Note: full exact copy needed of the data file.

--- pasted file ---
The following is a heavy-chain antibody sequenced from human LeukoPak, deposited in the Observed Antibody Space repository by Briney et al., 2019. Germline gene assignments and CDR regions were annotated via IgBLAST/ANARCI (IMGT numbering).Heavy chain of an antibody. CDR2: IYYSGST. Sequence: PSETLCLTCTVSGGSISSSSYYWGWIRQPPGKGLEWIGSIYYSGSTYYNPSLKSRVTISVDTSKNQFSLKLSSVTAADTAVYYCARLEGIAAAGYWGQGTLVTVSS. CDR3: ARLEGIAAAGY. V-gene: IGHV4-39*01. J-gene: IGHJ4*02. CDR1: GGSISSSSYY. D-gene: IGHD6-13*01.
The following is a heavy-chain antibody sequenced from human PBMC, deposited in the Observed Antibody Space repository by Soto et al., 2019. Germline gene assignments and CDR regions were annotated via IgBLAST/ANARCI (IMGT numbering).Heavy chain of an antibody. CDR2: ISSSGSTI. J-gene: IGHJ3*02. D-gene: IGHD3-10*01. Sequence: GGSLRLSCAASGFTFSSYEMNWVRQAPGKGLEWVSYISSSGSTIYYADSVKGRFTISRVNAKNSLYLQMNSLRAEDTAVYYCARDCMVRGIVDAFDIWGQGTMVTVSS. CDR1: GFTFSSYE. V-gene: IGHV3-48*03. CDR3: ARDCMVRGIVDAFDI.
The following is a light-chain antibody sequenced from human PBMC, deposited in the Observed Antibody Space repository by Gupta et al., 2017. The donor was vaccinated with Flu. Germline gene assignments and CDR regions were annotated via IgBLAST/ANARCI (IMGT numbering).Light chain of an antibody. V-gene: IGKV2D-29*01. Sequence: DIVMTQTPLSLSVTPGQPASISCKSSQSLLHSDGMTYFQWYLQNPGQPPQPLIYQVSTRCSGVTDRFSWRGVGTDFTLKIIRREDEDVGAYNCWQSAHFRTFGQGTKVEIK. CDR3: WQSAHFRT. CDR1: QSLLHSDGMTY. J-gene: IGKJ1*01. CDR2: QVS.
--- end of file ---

The following is a heavy-chain antibody sequenced from human LeukoPak, deposited in the Observed Antibody Space repository by Briney et al., 2019. Germline gene assignments and CDR regions were annotated via IgBLAST/ANARCI (IMGT numbering).Heavy chain of an antibody. CDR2: IYYSGST. Sequence: PSETLCLTCTVSGGSISSSSYYWGWIRQPPGKGLEWIGSIYYSGSTYYNPSLKSRVTISVDTSKNQFSLKLSSVTAADTAVYYCARLEGIAAAGYWGQGTLVTVSS. CDR3: ARLEGIAAAGY. V-gene: IGHV4-39*01. J-gene: IGHJ4*02. CDR1: GGSISSSSYY. D-gene: IGHD6-13*01.
The following is a heavy-chain antibody sequenced from human PBMC, deposited in the Observed Antibody Space repository by Soto et al., 2019. Germline gene assignments and CDR regions were annotated via IgBLAST/ANARCI (IMGT numbering).Heavy chain of an antibody. CDR2: ISSSGSTI. J-gene: IGHJ3*02. D-gene: IGHD3-10*01. Sequence: GGSLRLSCAASGFTFSSYEMNWVRQAPGKGLEWVSYISSSGSTIYYADSVKGRFTISRVNAKNSLYLQMNSLRAEDTAVYYCARDCMVRGIVDAFDIWGQGTMVTVSS. CDR1: GFTFSSYE. V-gene: IGHV3-48*03. CDR3: ARDCMVRGIVDAFDI.
The following is a light-chain antibody sequenced from human PBMC, deposited in the Observed Antibody Space repository by Gupta et al., 2017. The donor was vaccinated with Flu. Germline gene assignments and CDR regions were annotated via IgBLAST/ANARCI (IMGT numbering).Light chain of an antibody. V-gene: IGKV2D-29*01. Sequence: DIVMTQTPLSLSVTPGQPASISCKSSQSLLHSDGMTYFQWYLQNPGQPPQPLIYQVSTRCSGVTDRFSWRGVGTDFTLKIIRREDEDVGAYNCWQSAHFRTFGQGTKVEIK. CDR3: WQSAHFRT. CDR1: QSLLHSDGMTY. J-gene: IGKJ1*01. CDR2: QVS.